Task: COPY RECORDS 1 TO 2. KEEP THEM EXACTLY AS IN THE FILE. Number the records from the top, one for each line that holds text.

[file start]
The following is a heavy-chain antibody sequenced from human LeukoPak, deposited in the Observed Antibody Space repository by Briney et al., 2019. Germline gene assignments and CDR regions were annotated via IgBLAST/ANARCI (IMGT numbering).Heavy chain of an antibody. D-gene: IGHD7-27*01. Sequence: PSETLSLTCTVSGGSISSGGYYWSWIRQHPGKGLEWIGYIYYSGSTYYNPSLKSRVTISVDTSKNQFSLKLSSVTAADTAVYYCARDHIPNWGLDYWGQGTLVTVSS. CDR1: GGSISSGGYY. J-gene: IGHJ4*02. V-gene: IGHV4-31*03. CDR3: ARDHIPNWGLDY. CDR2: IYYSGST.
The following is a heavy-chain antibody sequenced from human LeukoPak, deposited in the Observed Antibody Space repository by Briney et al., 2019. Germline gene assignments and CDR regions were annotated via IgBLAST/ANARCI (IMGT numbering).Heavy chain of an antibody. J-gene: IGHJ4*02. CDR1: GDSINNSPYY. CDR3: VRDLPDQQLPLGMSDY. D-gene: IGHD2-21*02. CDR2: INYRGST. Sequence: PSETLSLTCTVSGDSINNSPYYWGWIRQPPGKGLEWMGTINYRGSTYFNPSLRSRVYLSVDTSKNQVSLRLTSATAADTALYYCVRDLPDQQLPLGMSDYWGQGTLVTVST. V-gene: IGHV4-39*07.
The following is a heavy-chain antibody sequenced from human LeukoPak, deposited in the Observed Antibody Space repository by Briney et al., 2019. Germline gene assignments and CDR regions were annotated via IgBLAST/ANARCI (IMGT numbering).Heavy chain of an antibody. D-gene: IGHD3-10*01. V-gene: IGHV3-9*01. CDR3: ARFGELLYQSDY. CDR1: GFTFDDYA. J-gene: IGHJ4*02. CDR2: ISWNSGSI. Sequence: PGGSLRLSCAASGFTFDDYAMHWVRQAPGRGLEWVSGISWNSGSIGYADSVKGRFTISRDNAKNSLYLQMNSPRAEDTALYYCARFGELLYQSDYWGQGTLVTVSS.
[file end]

The following is a heavy-chain antibody sequenced from human LeukoPak, deposited in the Observed Antibody Space repository by Briney et al., 2019. Germline gene assignments and CDR regions were annotated via IgBLAST/ANARCI (IMGT numbering).Heavy chain of an antibody. D-gene: IGHD7-27*01. Sequence: PSETLSLTCTVSGGSISSGGYYWSWIRQHPGKGLEWIGYIYYSGSTYYNPSLKSRVTISVDTSKNQFSLKLSSVTAADTAVYYCARDHIPNWGLDYWGQGTLVTVSS. CDR1: GGSISSGGYY. J-gene: IGHJ4*02. V-gene: IGHV4-31*03. CDR3: ARDHIPNWGLDY. CDR2: IYYSGST.
The following is a heavy-chain antibody sequenced from human LeukoPak, deposited in the Observed Antibody Space repository by Briney et al., 2019. Germline gene assignments and CDR regions were annotated via IgBLAST/ANARCI (IMGT numbering).Heavy chain of an antibody. J-gene: IGHJ4*02. CDR1: GDSINNSPYY. CDR3: VRDLPDQQLPLGMSDY. D-gene: IGHD2-21*02. CDR2: INYRGST. Sequence: PSETLSLTCTVSGDSINNSPYYWGWIRQPPGKGLEWMGTINYRGSTYFNPSLRSRVYLSVDTSKNQVSLRLTSATAADTALYYCVRDLPDQQLPLGMSDYWGQGTLVTVST. V-gene: IGHV4-39*07.